Minor ethical aspects of citation

Fri 23 Feb 2007 03:08 PM

Spawning references is an important scholarly strategy:* Begin with a recent article or book on your topic of interest. Look at the list of works cited. Go look at those articles and books. Repeat until you know enough about the topic, you have a sufficient number of references, or you are too exhausted to think about it anymore.

The method only works if citations focus the subsequent search. It is stymied if authors do not cite one another, and also if authors cover their own vagueness and imprecision in an indiscriminate blizzard of citations. The latter is more common than the former in philosophy of science. In defense of a specific claim, an author cites a large book without so much as a range of pages. When I spawn the reference and cannot find the claim, perhaps it was somewhere else in the book. (Large and wide-ranging books like Philip Kitcher's Advancement of Science are typically cited in this imprecise way.)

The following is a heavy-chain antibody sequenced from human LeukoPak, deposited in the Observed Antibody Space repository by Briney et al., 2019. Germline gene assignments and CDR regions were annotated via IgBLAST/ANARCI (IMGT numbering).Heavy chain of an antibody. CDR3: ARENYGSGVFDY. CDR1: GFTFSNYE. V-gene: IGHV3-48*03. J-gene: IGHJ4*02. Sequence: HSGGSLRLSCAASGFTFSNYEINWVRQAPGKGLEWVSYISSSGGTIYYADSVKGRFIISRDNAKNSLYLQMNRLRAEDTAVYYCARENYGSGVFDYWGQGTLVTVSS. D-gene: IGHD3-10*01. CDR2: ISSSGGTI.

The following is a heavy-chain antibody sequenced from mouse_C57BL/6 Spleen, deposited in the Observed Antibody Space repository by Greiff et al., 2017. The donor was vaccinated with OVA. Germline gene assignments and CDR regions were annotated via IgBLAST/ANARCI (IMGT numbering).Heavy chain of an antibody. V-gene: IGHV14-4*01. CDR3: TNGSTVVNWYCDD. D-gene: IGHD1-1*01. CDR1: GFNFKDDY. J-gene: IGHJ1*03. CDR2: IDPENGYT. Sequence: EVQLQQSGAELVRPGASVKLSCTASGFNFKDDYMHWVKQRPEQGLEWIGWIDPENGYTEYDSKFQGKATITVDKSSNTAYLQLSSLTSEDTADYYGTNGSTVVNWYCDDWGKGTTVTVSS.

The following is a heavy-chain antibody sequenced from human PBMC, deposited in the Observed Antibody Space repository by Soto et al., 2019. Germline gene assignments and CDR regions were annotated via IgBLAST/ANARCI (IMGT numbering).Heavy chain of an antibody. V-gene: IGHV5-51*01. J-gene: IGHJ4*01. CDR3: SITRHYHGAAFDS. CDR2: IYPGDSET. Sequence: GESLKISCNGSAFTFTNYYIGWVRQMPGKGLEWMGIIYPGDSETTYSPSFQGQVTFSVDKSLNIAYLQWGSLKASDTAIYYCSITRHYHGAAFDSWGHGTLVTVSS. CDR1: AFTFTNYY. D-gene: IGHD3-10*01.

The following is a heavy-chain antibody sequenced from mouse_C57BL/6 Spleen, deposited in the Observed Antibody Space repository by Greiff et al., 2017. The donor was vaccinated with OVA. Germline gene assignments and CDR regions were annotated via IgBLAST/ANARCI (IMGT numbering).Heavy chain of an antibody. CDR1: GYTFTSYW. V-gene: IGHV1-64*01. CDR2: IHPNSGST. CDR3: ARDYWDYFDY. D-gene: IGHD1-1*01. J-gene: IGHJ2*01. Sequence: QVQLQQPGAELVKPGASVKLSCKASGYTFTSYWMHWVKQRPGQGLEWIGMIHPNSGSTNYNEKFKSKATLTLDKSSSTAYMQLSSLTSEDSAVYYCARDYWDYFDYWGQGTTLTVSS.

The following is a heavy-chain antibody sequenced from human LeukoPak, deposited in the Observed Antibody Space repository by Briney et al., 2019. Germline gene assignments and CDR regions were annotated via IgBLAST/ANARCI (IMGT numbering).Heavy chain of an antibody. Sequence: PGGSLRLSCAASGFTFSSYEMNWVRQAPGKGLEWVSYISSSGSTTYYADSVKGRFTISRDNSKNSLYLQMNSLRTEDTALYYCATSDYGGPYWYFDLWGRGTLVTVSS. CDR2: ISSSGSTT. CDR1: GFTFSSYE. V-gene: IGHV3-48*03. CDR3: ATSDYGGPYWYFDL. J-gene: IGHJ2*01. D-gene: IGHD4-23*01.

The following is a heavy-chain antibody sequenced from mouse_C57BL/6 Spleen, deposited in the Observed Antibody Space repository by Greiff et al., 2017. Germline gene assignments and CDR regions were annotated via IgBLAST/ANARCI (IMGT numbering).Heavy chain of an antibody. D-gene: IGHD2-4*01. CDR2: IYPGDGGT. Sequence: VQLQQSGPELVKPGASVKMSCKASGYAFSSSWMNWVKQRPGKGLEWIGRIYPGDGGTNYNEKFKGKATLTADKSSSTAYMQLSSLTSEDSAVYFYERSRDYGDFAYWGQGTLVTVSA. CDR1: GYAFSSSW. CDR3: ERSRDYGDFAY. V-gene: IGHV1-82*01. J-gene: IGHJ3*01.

It seems to me that responsible citation requires that (a) an author distinguish between those sources that are especially important, influential, and central and those that are peripheral; an author should cite the relevant literature, but not as an undifferentiated flurry. Further, that (b) an author should be as precise as possible when marshaling support for a specific claim or pointing to where an issue is further developed.

Minding these imperatives is a pain in the butt, but minding onerous demands is part of the job.**

* I was never explicitly taught it, though, so the monicker is my own concoction.

** As you might guess, this post was prompted by frustration with a specific text. Decorum restrains me from naming it.